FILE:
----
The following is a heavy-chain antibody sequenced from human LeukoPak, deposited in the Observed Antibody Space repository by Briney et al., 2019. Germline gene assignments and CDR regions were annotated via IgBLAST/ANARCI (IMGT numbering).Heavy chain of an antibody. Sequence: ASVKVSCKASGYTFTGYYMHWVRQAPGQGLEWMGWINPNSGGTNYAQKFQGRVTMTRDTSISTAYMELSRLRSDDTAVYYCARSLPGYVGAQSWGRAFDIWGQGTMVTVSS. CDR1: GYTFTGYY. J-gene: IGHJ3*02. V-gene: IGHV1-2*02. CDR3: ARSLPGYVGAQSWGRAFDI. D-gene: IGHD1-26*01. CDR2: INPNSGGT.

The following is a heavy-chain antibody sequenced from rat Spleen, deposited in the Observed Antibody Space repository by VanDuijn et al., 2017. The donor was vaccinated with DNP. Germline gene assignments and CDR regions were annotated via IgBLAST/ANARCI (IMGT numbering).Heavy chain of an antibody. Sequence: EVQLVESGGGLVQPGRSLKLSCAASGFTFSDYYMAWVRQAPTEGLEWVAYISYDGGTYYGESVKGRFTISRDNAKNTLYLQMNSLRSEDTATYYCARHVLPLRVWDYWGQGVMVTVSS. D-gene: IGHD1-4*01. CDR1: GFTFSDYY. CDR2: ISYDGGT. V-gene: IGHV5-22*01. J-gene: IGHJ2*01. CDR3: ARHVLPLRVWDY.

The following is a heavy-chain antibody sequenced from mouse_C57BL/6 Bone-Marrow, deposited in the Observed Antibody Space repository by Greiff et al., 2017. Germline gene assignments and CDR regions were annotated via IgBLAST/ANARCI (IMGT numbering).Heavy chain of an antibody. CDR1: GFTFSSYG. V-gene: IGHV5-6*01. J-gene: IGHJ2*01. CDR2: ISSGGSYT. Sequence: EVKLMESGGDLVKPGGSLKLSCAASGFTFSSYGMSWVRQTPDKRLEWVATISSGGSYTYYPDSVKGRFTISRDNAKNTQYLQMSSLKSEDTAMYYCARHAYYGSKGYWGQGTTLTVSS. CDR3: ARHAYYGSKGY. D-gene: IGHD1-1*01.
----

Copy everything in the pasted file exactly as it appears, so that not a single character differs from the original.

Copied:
The following is a heavy-chain antibody sequenced from human LeukoPak, deposited in the Observed Antibody Space repository by Briney et al., 2019. Germline gene assignments and CDR regions were annotated via IgBLAST/ANARCI (IMGT numbering).Heavy chain of an antibody. Sequence: ASVKVSCKASGYTFTGYYMHWVRQAPGQGLEWMGWINPNSGGTNYAQKFQGRVTMTRDTSISTAYMELSRLRSDDTAVYYCARSLPGYVGAQSWGRAFDIWGQGTMVTVSS. CDR1: GYTFTGYY. J-gene: IGHJ3*02. V-gene: IGHV1-2*02. CDR3: ARSLPGYVGAQSWGRAFDI. D-gene: IGHD1-26*01. CDR2: INPNSGGT.

The following is a heavy-chain antibody sequenced from rat Spleen, deposited in the Observed Antibody Space repository by VanDuijn et al., 2017. The donor was vaccinated with DNP. Germline gene assignments and CDR regions were annotated via IgBLAST/ANARCI (IMGT numbering).Heavy chain of an antibody. Sequence: EVQLVESGGGLVQPGRSLKLSCAASGFTFSDYYMAWVRQAPTEGLEWVAYISYDGGTYYGESVKGRFTISRDNAKNTLYLQMNSLRSEDTATYYCARHVLPLRVWDYWGQGVMVTVSS. D-gene: IGHD1-4*01. CDR1: GFTFSDYY. CDR2: ISYDGGT. V-gene: IGHV5-22*01. J-gene: IGHJ2*01. CDR3: ARHVLPLRVWDY.

The following is a heavy-chain antibody sequenced from mouse_C57BL/6 Bone-Marrow, deposited in the Observed Antibody Space repository by Greiff et al., 2017. Germline gene assignments and CDR regions were annotated via IgBLAST/ANARCI (IMGT numbering).Heavy chain of an antibody. CDR1: GFTFSSYG. V-gene: IGHV5-6*01. J-gene: IGHJ2*01. CDR2: ISSGGSYT. Sequence: EVKLMESGGDLVKPGGSLKLSCAASGFTFSSYGMSWVRQTPDKRLEWVATISSGGSYTYYPDSVKGRFTISRDNAKNTQYLQMSSLKSEDTAMYYCARHAYYGSKGYWGQGTTLTVSS. CDR3: ARHAYYGSKGY. D-gene: IGHD1-1*01.